India - Spring 2014

“It’s going to change your life.” That’s what everyone will tell you before you go to India for the first time. So I guess I was expecting for there to be a moment of revelation during the trip that would strike me like a bolt of lightning. A single instant where all the answers to life’s mysteries would be revealed and I would never again succumb to ennui or road rage or selfishness... I think I even gave myself a little pep talk about halfway through the trip, like “alright, Katy, keep your eyes peeled for that big moment!”  

We’ve been back in the U.S. almost a month now and on the surface my life is unchanged. I live in the same small apartment and go to work at the same job everyday. But something is different. I think now that the change was more like a period of great seismic activity than any kind of lightning bolt. It was a gradual shift, punctuated with tiny volcanic eruptions of joy and sadness.

There was the first night in Mumbai where we wandered the streets, my camera clicking constantly until we came upon a small wedding party dancing in the street. I dropped my camera into my bag and fell into a spell, feeling like the luckiest person alive to be able to watch an intimate family celebration. To my complete astonishment, one of the women from the wedding party started pulling the six of us Americans into the small dancing crowd and for the rest of the night I found myself moved to tears, simply overwhelmed with the kindness she extended in that invitation.

On the fifth day of the trip we took an overnight train, travelling in a 2nd class sleeper car. We had been warned by several people to be very careful, to protect our belongings from theft. Quite to the contrary, we made numerous friends that night. The air was filled with the sound of play and song and at one point the most raucous game of Uno took place in our compartment with a couple of young kids, a pair of teenage siblings, and a young father travelling without his family. There were huge outbursts of laughter and plenty of teasing. It was one of the few moments on the trip when I didn’t feel aware of caste or nationality or economic background.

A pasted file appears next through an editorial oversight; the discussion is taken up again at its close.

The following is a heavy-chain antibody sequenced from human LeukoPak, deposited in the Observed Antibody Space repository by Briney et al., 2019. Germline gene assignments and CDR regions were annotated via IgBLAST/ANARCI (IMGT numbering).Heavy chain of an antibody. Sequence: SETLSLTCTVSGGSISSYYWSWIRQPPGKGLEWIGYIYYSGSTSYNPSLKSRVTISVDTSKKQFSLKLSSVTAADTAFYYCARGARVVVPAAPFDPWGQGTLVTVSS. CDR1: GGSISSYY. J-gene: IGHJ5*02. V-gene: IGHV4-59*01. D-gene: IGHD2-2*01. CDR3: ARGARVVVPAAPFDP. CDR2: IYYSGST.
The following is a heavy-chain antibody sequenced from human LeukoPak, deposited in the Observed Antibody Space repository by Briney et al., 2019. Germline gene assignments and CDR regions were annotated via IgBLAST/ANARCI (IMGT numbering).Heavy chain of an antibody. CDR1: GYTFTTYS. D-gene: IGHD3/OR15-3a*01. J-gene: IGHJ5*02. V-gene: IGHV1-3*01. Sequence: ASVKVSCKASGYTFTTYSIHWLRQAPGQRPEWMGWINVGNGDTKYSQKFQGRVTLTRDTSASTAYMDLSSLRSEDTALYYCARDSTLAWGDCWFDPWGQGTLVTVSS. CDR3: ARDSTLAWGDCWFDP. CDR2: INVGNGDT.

About halfway through the trip, we had an opportunity to interview a potential scholar in Calcutta; a shy young woman with the nickname Mimi. We asked her many questions about her interests and her family and she answered each question carefully. Then we asked: What is your dream job?  She was completely silent. My heart broke at the thought of young women growing up in a culture that doesn’t encourage them to pursue an education or a career. A culture that doesn’t value them.  It’s amazing to think that this project could give a young woman the education needed for her dream job. It’s even more amazing that it gives young women the reason to begin dreaming in the first place.

On our last night of the trip we celebrated the graduation of two of the Darjeeling students; the first graduates to come out of the Learning Tea. The girls had put together a small talent show for us with singing and dancing. One of the two graduates has been learning to play the violin and she offered to play something for us… It was incredible. I can’t completely explain it but my eyes were hot with tears as I watched her perform, hitting a few squeaky notes along the way. I suppose I was just in awe of her courage and a tiny bit ashamed of myself, of my squandered opportunities and endless chances at success as an American. This student has come out of circumstances so difficult that we can’t begin to understand. Not only is she graduating from college now but she is also hoping to pursue an advanced degree through the new Learning Tea center in Calcutta. She is lovely and kind and self-assured. She is an inspiration.

So, yes. The trip to India was a giant, rumbling, life-changing earthquake and the aftershocks have followed me all the way home to the U.S. It shook loose all kinds of thoughts and feelings, hopes and dreams. I think about the girls in Darjeeling almost every day... I think about their courage and their kindness. I wonder if they know that they changed my life?  And then I think about ALL the lives that they’re going to change as teachers, nurses, and government officials. I only hope that I can support them along the way and maybe encourage others to help them as well.

Katy Baum, for The Learning Tea